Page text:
In 2007, teammate and Seibu Lions ace Daisuke Matsuzaka left Japan to play for the Boston Red Sox, effectively making Hideaki Wakui the Lions ace. The 21-year-old took the ball from Matsuzaka and ran with it, having a breakout season and establishing himself among the upper echelon of pitchers in Japan at the time. He went 17-10 for the Lions, posting a 2.79 ERA in a career-high 213.0 innings pitched. Wakui wasn’t able to replicate his 2007 success in 2008, having a solid-yet-unspectacular year, but he was able to regain form in 2009, having the best season of his career. Having switched over to wearing the number 18, traditionally reserved for the ace of a pitching staff in Japan, during the winter, the right-hander went 16-6, posting a 2.30 ERA in 211.2 innings pitched. He led the Pacific League in innings pitched, complete games, shutouts, and wins, and was second in ERA and strikeouts. He led enough pitching categories to be named the 2009 Sawamura Award winner, beating out fellow Pacific League pitcher Yu Darvish- though Darvish may have gotten the last laugh, as he was named the 2009 Pacific League MVP.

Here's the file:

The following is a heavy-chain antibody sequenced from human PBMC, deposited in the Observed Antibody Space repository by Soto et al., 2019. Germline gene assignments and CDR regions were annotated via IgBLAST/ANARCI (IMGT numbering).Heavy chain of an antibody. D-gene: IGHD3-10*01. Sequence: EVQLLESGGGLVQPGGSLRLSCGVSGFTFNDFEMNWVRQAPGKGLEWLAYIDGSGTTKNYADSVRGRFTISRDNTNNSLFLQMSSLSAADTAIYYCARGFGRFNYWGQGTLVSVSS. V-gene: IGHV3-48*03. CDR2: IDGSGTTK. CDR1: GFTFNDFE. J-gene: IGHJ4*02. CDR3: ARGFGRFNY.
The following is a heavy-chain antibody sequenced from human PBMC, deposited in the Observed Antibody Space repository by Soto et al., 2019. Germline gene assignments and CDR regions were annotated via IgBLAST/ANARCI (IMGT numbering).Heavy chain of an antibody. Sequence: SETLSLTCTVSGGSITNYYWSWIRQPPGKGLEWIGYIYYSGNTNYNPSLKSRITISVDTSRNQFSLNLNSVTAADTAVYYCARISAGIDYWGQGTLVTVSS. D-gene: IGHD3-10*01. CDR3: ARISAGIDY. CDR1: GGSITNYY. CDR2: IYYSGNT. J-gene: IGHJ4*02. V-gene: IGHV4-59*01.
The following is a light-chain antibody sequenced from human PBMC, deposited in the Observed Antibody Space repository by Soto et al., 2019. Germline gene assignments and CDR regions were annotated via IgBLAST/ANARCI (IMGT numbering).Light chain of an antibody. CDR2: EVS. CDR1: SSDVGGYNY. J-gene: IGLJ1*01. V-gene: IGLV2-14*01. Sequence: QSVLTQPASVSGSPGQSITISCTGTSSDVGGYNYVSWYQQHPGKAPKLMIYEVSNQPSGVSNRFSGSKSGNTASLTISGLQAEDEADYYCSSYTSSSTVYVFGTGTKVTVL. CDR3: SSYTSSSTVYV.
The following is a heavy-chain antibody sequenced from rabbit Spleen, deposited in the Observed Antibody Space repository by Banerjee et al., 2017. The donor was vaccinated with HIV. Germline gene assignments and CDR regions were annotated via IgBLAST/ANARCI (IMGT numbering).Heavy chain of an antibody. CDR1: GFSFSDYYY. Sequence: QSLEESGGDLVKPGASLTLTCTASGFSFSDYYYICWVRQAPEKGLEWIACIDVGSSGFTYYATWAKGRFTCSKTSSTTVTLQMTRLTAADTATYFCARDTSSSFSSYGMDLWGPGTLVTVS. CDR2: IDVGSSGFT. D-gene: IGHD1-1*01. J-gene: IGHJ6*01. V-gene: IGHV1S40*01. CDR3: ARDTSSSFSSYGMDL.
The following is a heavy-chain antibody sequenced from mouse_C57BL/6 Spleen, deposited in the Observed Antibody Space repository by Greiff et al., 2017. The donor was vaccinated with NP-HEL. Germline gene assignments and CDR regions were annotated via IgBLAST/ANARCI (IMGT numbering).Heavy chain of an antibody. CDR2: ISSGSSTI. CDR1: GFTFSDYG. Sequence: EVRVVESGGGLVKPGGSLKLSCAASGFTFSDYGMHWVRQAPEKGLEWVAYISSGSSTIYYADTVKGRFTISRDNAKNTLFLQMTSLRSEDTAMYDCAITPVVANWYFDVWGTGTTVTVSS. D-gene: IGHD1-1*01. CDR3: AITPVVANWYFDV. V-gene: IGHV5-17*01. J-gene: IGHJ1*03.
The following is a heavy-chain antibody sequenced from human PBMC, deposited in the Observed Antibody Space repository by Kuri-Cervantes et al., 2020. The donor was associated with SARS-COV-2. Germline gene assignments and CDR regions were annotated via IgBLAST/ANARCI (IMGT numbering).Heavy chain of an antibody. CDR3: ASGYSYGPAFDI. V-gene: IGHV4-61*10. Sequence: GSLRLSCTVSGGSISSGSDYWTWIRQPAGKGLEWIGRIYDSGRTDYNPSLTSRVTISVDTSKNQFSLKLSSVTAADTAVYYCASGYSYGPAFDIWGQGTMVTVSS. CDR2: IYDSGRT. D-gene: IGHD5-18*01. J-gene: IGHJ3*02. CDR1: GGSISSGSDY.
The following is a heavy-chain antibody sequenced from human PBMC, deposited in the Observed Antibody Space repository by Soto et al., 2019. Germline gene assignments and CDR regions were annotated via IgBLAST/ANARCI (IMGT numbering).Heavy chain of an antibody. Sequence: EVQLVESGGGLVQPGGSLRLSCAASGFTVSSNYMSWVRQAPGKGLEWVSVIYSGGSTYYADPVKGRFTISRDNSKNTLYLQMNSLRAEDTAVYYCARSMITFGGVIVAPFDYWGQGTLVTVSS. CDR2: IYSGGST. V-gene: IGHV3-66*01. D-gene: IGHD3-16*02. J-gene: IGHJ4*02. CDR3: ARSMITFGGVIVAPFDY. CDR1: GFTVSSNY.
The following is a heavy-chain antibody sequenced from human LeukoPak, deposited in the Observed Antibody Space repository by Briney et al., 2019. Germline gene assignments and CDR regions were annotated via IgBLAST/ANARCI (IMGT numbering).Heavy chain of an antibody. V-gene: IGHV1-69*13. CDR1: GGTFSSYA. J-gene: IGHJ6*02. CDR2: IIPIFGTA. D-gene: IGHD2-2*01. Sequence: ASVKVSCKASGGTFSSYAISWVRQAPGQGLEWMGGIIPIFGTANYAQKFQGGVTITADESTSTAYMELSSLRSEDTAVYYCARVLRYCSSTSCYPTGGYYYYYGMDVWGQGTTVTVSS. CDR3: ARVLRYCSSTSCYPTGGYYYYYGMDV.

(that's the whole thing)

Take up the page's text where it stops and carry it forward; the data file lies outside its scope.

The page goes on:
Wakui had another solid season in 2010, though he seemed to lose steam during the end of the year, posting a 5.79 ERA contributed to fatigue and a minor car accident that he was involved in. When the season ended, the pitcher and Lions management had a public spat, as the two sides were unable to come to terms on what a proper salary for the 2011 season would be. After Wakui stalled on agreeing to their offer of ¥200 million- which represented no raise, as he made ¥200 million for the 2010 season- the Lions balked and told him they were actually thinking of cutting his pay, citing the expectation of more from the ace than a solid season. The pitcher did not budge from his demands, and filed for salary arbitration. “I was amazed by Nippon Ham, “ Wakui said in regards to his situation and how easily the Nippon Ham Fighters came to terms with their ace, Darvish. “If only the [Lions] would just listen [to what I have to say and try to understand my position]. I have no intention of making this hard on them, but when they told me they had no intention of giving me a raise, I just couldn't go along with that. My stats aren't so bad that I need to give up [on a raise]. Other people are supporting me on this. I feel like, come on, even a ¥30 million raise is fine." In mid-January, the case went to an arbitration board, and after 90 minutes of presentation and a staggering 20 hours of deliberation, the committee awarded Wakui 15% raise for the 2011 season based on the pitcher’s testimony.